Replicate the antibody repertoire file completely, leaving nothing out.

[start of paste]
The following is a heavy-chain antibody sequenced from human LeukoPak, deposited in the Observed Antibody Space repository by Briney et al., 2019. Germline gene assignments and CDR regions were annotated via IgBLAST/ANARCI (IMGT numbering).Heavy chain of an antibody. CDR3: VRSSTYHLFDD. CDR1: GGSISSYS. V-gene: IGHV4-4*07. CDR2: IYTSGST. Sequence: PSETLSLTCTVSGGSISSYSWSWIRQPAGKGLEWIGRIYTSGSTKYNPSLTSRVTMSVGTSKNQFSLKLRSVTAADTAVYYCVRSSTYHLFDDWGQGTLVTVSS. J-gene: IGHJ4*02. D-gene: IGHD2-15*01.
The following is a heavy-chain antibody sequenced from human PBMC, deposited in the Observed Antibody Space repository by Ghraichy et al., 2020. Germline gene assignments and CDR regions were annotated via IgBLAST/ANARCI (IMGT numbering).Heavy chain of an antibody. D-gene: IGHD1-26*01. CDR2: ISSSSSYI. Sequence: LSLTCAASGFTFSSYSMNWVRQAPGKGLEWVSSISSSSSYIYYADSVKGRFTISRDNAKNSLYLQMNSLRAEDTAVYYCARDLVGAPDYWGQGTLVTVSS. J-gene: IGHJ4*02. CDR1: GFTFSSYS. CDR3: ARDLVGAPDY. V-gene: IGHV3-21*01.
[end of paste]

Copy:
The following is a heavy-chain antibody sequenced from human LeukoPak, deposited in the Observed Antibody Space repository by Briney et al., 2019. Germline gene assignments and CDR regions were annotated via IgBLAST/ANARCI (IMGT numbering).Heavy chain of an antibody. CDR3: VRSSTYHLFDD. CDR1: GGSISSYS. V-gene: IGHV4-4*07. CDR2: IYTSGST. Sequence: PSETLSLTCTVSGGSISSYSWSWIRQPAGKGLEWIGRIYTSGSTKYNPSLTSRVTMSVGTSKNQFSLKLRSVTAADTAVYYCVRSSTYHLFDDWGQGTLVTVSS. J-gene: IGHJ4*02. D-gene: IGHD2-15*01.
The following is a heavy-chain antibody sequenced from human PBMC, deposited in the Observed Antibody Space repository by Ghraichy et al., 2020. Germline gene assignments and CDR regions were annotated via IgBLAST/ANARCI (IMGT numbering).Heavy chain of an antibody. D-gene: IGHD1-26*01. CDR2: ISSSSSYI. Sequence: LSLTCAASGFTFSSYSMNWVRQAPGKGLEWVSSISSSSSYIYYADSVKGRFTISRDNAKNSLYLQMNSLRAEDTAVYYCARDLVGAPDYWGQGTLVTVSS. J-gene: IGHJ4*02. CDR1: GFTFSSYS. CDR3: ARDLVGAPDY. V-gene: IGHV3-21*01.